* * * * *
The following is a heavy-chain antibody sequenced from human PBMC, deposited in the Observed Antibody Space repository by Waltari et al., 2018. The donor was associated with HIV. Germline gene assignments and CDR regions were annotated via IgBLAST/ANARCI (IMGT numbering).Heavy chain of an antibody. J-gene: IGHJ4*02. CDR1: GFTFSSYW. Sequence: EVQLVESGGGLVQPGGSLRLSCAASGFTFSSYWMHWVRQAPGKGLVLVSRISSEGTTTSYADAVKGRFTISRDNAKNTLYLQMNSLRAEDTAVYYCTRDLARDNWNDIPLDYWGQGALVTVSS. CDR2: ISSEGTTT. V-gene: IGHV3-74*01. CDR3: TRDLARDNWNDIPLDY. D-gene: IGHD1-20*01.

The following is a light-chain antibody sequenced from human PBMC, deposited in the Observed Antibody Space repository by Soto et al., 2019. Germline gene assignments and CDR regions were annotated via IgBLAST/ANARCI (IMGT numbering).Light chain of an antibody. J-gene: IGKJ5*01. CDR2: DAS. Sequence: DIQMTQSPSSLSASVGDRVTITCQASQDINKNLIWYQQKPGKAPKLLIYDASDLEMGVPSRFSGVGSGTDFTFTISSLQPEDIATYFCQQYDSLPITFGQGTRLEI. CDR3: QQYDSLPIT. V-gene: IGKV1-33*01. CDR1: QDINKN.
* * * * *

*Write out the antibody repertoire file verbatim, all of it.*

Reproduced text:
The following is a heavy-chain antibody sequenced from human PBMC, deposited in the Observed Antibody Space repository by Waltari et al., 2018. The donor was associated with HIV. Germline gene assignments and CDR regions were annotated via IgBLAST/ANARCI (IMGT numbering).Heavy chain of an antibody. J-gene: IGHJ4*02. CDR1: GFTFSSYW. Sequence: EVQLVESGGGLVQPGGSLRLSCAASGFTFSSYWMHWVRQAPGKGLVLVSRISSEGTTTSYADAVKGRFTISRDNAKNTLYLQMNSLRAEDTAVYYCTRDLARDNWNDIPLDYWGQGALVTVSS. CDR2: ISSEGTTT. V-gene: IGHV3-74*01. CDR3: TRDLARDNWNDIPLDY. D-gene: IGHD1-20*01.

The following is a light-chain antibody sequenced from human PBMC, deposited in the Observed Antibody Space repository by Soto et al., 2019. Germline gene assignments and CDR regions were annotated via IgBLAST/ANARCI (IMGT numbering).Light chain of an antibody. J-gene: IGKJ5*01. CDR2: DAS. Sequence: DIQMTQSPSSLSASVGDRVTITCQASQDINKNLIWYQQKPGKAPKLLIYDASDLEMGVPSRFSGVGSGTDFTFTISSLQPEDIATYFCQQYDSLPITFGQGTRLEI. CDR3: QQYDSLPIT. V-gene: IGKV1-33*01. CDR1: QDINKN.